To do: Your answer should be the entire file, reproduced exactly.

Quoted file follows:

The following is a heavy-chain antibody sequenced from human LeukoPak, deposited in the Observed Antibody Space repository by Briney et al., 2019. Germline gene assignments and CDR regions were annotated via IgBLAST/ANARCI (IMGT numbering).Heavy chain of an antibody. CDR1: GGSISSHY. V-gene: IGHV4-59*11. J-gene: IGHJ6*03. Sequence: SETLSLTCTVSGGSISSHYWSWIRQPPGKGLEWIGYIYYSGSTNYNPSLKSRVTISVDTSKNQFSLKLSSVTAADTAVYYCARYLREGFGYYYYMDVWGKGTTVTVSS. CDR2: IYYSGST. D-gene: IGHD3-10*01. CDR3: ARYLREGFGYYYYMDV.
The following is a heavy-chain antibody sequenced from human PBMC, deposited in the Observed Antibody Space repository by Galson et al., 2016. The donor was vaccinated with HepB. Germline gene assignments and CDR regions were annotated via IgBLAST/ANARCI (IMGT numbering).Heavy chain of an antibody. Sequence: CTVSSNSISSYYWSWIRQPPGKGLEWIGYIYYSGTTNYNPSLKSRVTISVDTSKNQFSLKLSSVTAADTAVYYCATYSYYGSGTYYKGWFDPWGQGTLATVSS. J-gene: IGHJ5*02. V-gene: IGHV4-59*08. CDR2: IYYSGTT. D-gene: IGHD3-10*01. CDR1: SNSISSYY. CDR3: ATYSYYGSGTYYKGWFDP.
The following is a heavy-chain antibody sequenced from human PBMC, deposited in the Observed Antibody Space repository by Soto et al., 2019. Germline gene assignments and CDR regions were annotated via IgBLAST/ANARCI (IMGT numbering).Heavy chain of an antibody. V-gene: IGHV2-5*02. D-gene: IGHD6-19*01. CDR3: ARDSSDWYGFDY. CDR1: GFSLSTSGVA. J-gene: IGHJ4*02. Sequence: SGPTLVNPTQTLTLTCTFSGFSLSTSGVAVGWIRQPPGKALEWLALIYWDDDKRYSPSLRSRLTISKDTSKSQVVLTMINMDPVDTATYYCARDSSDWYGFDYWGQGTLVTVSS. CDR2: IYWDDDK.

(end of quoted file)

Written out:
The following is a heavy-chain antibody sequenced from human LeukoPak, deposited in the Observed Antibody Space repository by Briney et al., 2019. Germline gene assignments and CDR regions were annotated via IgBLAST/ANARCI (IMGT numbering).Heavy chain of an antibody. CDR1: GGSISSHY. V-gene: IGHV4-59*11. J-gene: IGHJ6*03. Sequence: SETLSLTCTVSGGSISSHYWSWIRQPPGKGLEWIGYIYYSGSTNYNPSLKSRVTISVDTSKNQFSLKLSSVTAADTAVYYCARYLREGFGYYYYMDVWGKGTTVTVSS. CDR2: IYYSGST. D-gene: IGHD3-10*01. CDR3: ARYLREGFGYYYYMDV.
The following is a heavy-chain antibody sequenced from human PBMC, deposited in the Observed Antibody Space repository by Galson et al., 2016. The donor was vaccinated with HepB. Germline gene assignments and CDR regions were annotated via IgBLAST/ANARCI (IMGT numbering).Heavy chain of an antibody. Sequence: CTVSSNSISSYYWSWIRQPPGKGLEWIGYIYYSGTTNYNPSLKSRVTISVDTSKNQFSLKLSSVTAADTAVYYCATYSYYGSGTYYKGWFDPWGQGTLATVSS. J-gene: IGHJ5*02. V-gene: IGHV4-59*08. CDR2: IYYSGTT. D-gene: IGHD3-10*01. CDR1: SNSISSYY. CDR3: ATYSYYGSGTYYKGWFDP.
The following is a heavy-chain antibody sequenced from human PBMC, deposited in the Observed Antibody Space repository by Soto et al., 2019. Germline gene assignments and CDR regions were annotated via IgBLAST/ANARCI (IMGT numbering).Heavy chain of an antibody. V-gene: IGHV2-5*02. D-gene: IGHD6-19*01. CDR3: ARDSSDWYGFDY. CDR1: GFSLSTSGVA. J-gene: IGHJ4*02. Sequence: SGPTLVNPTQTLTLTCTFSGFSLSTSGVAVGWIRQPPGKALEWLALIYWDDDKRYSPSLRSRLTISKDTSKSQVVLTMINMDPVDTATYYCARDSSDWYGFDYWGQGTLVTVSS. CDR2: IYWDDDK.